As I described in my rate table overview, you can use our CD rate tables to find the best rates for both nationally available CDs and local CDs. This CD survey blog posts are intended to highlight nationwide CD deals that may not be apparent in the tables. For example, I'll include the post-penalty yields of a few long-term CDs.

The CD survey blog posts are also intended to highlight the local CD deals that are available in large metro areas. There are many high CD rates, but most of these are at small banks in rural areas or at small credit unions with very narrow fields of membership. In these local CD surveys, my focus is on local CD deals that are in big cities or that are available in large areas of a state.

Yields Accurate as of May 31, 2013

Under 1-Year CD Rates

  • Noteworthy Local Deals

1-Year CD Rates

  • Noteworthy Local Deals

18-month CD Rates

  • Noteworthy Local Deals

2-Year CD Rates

  • Noteworthy Local Deals

3-Year CD Rates

  • Noteworthy Local Deals

4-Year CD Rates

  • Noteworthy Local Deals

5-Year CD Rates

  • Noteworthy Local Deals

Over 5-Year CD Rates

  • Noteworthy Local Deals

Note: All rates listed above are Annual Percentage Yields (APY) which factor in compounding.


  Tags: CD rates

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Comments
10 Comments.
Comment #1 by HOODY (anonymous) posted on
HOODY
Maybe the reason they continue to drop rates is because they want to start at the lowest possible rate to start up at so they can drag it on even longer than nessessary.

6
Comment #2 by Anonymous posted on
Anonymous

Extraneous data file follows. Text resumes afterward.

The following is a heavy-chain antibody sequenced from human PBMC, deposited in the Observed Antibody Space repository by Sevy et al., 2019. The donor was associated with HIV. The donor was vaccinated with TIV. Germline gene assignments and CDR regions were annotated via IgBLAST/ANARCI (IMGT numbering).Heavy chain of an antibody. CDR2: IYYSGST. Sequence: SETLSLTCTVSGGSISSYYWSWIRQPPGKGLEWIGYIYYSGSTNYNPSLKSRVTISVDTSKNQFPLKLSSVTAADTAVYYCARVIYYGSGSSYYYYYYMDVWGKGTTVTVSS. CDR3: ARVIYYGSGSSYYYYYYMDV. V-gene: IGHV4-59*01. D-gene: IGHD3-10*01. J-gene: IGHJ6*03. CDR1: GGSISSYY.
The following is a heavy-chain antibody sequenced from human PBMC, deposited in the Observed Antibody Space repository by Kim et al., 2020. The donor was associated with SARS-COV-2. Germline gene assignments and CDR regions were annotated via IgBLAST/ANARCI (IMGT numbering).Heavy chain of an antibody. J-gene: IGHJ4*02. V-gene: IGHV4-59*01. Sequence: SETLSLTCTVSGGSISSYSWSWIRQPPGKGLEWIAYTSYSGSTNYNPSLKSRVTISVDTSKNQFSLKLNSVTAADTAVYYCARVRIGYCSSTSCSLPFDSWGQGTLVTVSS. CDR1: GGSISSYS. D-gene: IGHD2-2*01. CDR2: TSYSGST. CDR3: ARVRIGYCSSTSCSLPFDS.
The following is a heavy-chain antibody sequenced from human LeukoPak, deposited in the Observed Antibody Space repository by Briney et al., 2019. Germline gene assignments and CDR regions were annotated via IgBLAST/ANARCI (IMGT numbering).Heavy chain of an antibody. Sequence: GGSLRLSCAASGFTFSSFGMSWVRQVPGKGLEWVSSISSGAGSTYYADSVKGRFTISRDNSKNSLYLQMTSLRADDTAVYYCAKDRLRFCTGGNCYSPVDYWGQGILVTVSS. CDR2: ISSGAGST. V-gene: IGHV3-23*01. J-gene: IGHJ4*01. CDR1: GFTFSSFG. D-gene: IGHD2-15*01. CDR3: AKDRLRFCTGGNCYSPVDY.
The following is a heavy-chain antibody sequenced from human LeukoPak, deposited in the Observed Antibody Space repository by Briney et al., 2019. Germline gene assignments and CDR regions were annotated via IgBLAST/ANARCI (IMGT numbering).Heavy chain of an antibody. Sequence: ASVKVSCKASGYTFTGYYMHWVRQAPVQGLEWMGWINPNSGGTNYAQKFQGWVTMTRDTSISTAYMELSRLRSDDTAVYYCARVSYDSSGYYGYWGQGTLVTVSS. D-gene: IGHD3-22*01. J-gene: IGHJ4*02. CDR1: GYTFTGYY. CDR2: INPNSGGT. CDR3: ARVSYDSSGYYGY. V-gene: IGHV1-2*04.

On the other hand, it could be because they're awash in cash (cheap money that Bernanke has been providing) and have no need for deposits from the general public.

12
Comment #3 by Anonymous posted on
Anonymous
All the money in the 5-plus % 5-year CDs mature later this year. It will be interesting to see if banks compete for this newly available money or if they are so saturated with cash that they are willing to let it go to competitors. Also, the millions of low interest loans that banks now have in the books have terms as long as 30 years, which may create a ceiling on the CDs they can offer. 

9
Comment #4 by Shorebreak posted on
Shorebreak
Re: Anonymous - #3, Friday, May 31, 2013 - 8:39 PM

Good point, but there are still a few CD accounts out there not maturing this year that yield more than 5%. I'm sure we will hear from the PenFed account holders regarding their 10-year 5% APY money market certificates. My crown jewel is a Capital One 7-year 5.25% APY CD that doesn't mature until December 2015.

9
Comment #5 by Anonymous posted on
Anonymous
Anon #2, yep, banks are awash in deposits.  They don't hardly need them, so they don't pay diddly squat.

 

5
Comment #6 by Anonymous posted on
Anonymous
Is there a safe way to get more money on money than in banks and credit unions?

 

2
Comment #7 by Anonymous posted on
Anonymous
Yes, give your money to a scam artist that sells 8% plus returns. 

1
Comment #8 by Anonymous posted on
Anonymous
Theives!

3
Comment #9 by Anonymous posted on
Anonymous
Anon #8.  Are you refering to scam artists or bankers?

2
Comment #10 by Bozo posted on
Bozo
I believe I noted in another thread that CD rates do tend to be "stickier" than Treasuries. CD rates were slower to react back in 2007 (as in, to go down) and will no doubt be slower to react as rates increase.

4